This gives a higher stability to his teams in a sense and the organization is immediately apparent – as opposed to him trying to play a possession game under pressure where his players would have to adjust to various presses and dribble/pass under pressure to create time and space on the ball, or high press and counter-press opponent build-ups to regain control of the ball. If you try to dominate the game but do it poorly, you will be unorganized and exposed as you lose duels – if you give up some control of the game, you give time and space to both teams for organization.
Teaching the Concept
In youth football, both teams typically want to get the ball, but both aren’t at a high level when trying to achieve this. They press to win the ball back, but are played through. They pass or dribble under pressure, but lose possession. They move into clearances and loose ball duels, but fail to win the duel. So, it happens less often that these teams can enter a more calm and clear possession of the ball.
As the offensive team, you’d ideally like to keep the ball and progress in a controlled manner. This is difficult if you cannot exercise dominance in the above-mentioned moments. Therefore, it is very important to work on a (counter-)pressing mentality to create pressure and a dribbling/passing mentality under pressure. In the end, it results in more organized attacks for your own team while the opponent has very few organized attacks.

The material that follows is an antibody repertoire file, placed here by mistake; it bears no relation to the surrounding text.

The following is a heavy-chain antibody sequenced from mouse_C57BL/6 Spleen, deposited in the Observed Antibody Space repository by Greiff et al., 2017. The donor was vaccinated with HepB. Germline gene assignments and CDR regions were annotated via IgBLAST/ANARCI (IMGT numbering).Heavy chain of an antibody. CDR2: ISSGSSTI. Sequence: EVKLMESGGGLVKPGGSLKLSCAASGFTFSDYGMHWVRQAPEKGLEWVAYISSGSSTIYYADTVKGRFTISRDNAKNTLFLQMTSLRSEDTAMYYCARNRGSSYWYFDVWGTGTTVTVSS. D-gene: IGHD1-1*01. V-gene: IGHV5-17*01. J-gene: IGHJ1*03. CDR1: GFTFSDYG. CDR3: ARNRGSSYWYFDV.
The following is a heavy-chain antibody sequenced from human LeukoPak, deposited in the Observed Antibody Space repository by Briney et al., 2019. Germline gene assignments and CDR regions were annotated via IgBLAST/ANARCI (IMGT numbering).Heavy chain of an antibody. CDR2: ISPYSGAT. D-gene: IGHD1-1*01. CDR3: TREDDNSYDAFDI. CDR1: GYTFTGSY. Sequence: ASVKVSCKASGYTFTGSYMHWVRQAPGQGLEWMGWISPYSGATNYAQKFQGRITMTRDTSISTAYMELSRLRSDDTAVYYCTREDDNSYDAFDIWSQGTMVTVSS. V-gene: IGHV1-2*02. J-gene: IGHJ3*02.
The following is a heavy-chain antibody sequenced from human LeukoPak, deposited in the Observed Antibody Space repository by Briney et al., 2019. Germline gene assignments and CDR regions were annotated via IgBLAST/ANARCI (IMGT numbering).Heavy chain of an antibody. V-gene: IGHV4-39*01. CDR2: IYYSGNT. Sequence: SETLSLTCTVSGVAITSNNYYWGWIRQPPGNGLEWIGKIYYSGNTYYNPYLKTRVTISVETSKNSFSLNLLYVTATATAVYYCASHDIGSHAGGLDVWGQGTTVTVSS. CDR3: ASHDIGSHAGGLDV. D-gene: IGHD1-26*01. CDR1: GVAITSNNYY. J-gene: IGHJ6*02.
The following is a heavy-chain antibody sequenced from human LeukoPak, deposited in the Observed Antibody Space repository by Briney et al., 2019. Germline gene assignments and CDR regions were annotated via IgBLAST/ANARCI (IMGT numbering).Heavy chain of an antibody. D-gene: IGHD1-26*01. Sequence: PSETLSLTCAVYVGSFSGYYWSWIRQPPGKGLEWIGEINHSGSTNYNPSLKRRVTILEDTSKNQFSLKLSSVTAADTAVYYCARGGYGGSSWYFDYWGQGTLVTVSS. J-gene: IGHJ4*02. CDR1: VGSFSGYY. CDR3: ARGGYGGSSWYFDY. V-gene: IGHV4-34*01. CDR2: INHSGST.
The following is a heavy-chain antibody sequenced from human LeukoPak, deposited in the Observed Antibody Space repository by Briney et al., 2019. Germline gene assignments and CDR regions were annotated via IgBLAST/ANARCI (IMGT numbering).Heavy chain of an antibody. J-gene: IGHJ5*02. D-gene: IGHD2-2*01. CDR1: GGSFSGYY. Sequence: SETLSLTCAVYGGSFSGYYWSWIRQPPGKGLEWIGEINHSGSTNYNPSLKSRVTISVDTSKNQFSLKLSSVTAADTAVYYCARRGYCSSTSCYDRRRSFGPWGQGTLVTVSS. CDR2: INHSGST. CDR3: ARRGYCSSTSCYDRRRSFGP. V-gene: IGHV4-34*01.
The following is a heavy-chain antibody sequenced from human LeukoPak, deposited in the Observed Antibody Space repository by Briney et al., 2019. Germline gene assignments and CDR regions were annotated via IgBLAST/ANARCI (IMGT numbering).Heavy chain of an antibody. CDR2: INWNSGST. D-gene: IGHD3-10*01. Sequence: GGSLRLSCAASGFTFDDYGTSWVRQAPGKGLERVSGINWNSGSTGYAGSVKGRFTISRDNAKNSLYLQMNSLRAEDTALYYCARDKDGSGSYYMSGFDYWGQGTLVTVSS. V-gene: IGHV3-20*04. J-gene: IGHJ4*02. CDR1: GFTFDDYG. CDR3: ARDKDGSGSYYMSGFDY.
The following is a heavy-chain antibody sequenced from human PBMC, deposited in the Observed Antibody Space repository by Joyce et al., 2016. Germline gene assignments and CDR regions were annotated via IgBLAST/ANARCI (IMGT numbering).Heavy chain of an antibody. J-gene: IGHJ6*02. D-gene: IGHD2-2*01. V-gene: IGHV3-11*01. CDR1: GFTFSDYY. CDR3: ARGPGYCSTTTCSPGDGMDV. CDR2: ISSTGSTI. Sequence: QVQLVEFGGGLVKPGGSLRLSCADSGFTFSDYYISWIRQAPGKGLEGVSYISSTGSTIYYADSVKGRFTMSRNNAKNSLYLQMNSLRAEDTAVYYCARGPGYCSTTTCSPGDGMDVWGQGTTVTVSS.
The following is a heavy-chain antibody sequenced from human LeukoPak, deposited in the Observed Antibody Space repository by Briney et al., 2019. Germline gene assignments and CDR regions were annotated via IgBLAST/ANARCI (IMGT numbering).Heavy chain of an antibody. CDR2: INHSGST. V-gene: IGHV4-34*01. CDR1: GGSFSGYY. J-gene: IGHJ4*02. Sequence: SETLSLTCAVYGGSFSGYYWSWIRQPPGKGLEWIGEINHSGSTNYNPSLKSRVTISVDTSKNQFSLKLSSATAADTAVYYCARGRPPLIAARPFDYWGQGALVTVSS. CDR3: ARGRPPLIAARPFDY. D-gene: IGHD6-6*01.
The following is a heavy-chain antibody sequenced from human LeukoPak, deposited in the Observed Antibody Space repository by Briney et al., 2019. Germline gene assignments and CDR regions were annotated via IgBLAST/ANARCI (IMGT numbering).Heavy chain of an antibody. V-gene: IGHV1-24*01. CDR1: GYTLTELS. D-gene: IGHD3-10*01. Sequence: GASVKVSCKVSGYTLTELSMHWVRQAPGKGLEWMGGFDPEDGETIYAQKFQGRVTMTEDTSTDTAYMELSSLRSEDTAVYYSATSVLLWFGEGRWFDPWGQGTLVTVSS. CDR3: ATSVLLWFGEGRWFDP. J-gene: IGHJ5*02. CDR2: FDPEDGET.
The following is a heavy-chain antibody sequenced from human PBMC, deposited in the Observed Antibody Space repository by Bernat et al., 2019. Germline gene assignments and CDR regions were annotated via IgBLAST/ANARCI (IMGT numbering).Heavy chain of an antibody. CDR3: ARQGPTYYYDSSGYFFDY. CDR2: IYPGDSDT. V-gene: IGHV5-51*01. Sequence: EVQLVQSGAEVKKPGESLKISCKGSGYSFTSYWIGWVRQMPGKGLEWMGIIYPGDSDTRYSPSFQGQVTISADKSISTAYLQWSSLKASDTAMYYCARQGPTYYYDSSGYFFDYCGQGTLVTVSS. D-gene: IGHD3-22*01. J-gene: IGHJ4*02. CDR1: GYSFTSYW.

Games which involve tight spaces allow for immediate and compact pressing. This is the fundamental component in forcing clearances, where a team would not only have to win the opponent’s clearance, but also their own if they are under pressure. Players will have to learn not only how to immediately press and fight for dominance without the ball, but how to dribble and pass under intense pressure to break the opponent pressure and create time and space on the ball. Once these aspects reach a high enough level, the team can begin to exercise dominance over an opponent. No matter how good your team is, they must be able to attack and defend in unbalanced phases in a game due to the ease of turnovers in football mentioned earlier.